How is the U.S. President Elected?
As we prepare for the 2024 Presidential Elections, I want to attempt to explain or simplify the very complex process known as the Electoral College that is used to select our U.S. President and Vice President.
The election of the president of the United States is a two-step process:
- Voters cast ballots on Election Day in each state. In 48 states*, the candidate who gets the most statewide citizen votes is to be awarded all of the “electoral votes” for that state.
There are a total of 538 electoral votes. These are divided among the states based on each state’s proportional size — the bigger the state’s population the more “votes” it gets. Each state gets 2 votes for its two US Senators, and 1 vote for each member it has in the House of Representatives. In California, we have 2 U.S. Senators and 53 members of the House of Representatives. This means whichever candidate in California that gets the most statewide votes will receive 55 electoral votes.
Of the 538 electoral votes, an absolute majority of 270 or more is required to elect the president and vice president. If no candidate achieves an absolute majority, a contingent election is held by the House of Representatives to elect the president and by the Senate to elect the vice president.
*In Maine and Nebraska, 1 electoral vote goes per the plurality of the popular votes of each congressional district (for the U.S. House of Representatives); and 2 electoral votes go to the statewide popular vote. In all other states, the total state electoral votes goes to the candidate that gets the most statewide votes.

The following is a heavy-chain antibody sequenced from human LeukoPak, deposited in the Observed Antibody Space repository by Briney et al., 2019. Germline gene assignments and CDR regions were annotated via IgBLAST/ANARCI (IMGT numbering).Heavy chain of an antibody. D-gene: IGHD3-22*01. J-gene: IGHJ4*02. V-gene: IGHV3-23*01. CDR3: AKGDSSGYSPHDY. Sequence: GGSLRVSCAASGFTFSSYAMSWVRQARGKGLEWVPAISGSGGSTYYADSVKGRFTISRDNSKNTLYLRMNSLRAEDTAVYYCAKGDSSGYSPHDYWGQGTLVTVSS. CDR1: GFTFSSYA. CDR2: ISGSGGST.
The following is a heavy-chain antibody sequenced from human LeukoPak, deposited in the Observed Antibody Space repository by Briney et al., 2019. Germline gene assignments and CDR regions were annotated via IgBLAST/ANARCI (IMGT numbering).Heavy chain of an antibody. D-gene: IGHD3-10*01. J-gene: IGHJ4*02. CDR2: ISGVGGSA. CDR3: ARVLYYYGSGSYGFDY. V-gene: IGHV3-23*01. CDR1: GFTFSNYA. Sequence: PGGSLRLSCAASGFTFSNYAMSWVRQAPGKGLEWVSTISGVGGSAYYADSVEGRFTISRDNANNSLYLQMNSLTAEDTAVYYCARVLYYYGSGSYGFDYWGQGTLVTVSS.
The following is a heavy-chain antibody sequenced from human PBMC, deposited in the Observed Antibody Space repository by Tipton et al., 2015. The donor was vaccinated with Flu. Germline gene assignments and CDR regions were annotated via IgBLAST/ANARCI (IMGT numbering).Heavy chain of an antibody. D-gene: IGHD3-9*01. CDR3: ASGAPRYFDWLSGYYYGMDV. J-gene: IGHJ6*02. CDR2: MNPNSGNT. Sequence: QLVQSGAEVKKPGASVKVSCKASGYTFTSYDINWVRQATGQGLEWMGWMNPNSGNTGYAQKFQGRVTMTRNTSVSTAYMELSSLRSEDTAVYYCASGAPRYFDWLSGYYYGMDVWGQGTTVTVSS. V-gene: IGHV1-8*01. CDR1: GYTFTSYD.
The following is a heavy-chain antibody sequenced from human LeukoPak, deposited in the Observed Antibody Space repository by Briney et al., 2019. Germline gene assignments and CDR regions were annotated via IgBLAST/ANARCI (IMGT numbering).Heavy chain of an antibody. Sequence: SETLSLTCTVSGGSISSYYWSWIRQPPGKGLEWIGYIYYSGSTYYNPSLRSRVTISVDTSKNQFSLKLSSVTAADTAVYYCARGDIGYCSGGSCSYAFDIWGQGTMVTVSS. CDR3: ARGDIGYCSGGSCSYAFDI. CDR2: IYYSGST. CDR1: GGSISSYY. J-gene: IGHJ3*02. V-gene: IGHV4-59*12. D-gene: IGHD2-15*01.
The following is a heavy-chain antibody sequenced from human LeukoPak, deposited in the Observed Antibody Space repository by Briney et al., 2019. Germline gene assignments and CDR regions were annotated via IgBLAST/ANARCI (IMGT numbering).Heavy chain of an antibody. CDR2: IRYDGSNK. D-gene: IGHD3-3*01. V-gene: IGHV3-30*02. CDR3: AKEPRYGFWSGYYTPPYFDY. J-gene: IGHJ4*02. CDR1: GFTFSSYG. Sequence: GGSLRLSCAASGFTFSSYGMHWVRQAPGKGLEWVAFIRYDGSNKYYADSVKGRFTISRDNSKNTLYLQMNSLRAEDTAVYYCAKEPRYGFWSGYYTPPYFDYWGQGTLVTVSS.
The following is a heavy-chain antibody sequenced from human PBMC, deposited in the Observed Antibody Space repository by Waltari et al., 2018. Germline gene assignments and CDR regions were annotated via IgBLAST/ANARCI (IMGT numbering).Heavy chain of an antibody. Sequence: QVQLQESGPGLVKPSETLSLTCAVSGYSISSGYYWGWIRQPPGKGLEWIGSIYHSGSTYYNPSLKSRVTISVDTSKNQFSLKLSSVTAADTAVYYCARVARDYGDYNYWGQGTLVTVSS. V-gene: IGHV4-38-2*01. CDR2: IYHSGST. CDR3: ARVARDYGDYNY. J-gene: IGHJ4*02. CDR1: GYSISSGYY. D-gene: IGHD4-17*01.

- The “electors” from each of the 50 states gather in December and they vote for president. The candidate who receives a majority of electoral votes becomes President.
How are electors selected?
This process can be complicated. While this process varies by state, generally, the parties either nominate slates of potential electors at their State Party conventions or they chose them by a vote of the party’s Central Committee. This happens in each State for each party by whatever rules the State party (and sometimes the national party) have for the process. (https://www.archives.gov/electoral-college)
For a more detailed information, here is a link: About the Electors provided by the National Archives.
Must electors vote per their state’s popular vote?
On July 6, 2020, the Supreme Court unanimously ruled, “A State may enforce an elector’s pledge to support his party’s nominee—and the state voters’ choice—for President. … Electors are not free agents; they are to vote for the candidate whom the State’s voters have chosen.”
However, there is no federal law that requires electors to vote as they have pledged, but 29 states and the District of Columbia have legal control over how their electors vote in the Electoral College. This means their electors are bound by state law and/or by state or party pledge to cast their vote for the candidate that wins the statewide popular vote. California is included in the 29 states with this requirement, per EC § 6906. This means that 21 states have no requirements for their electors. Electors that do not vote for whom they pledged to vote for are known as “faithless electors”.
Here are additional resources for for more information:
California Secretary of State – Electoral College Information
US House of Representatives – Electoral College Fast Facts
The Electoral College
More About Electoral College
Electoral College History
About the Electors
How are my electors appointed?
State Allocations of all 538 Electoral Votes
Roles and Responsibilities in the Electoral College Process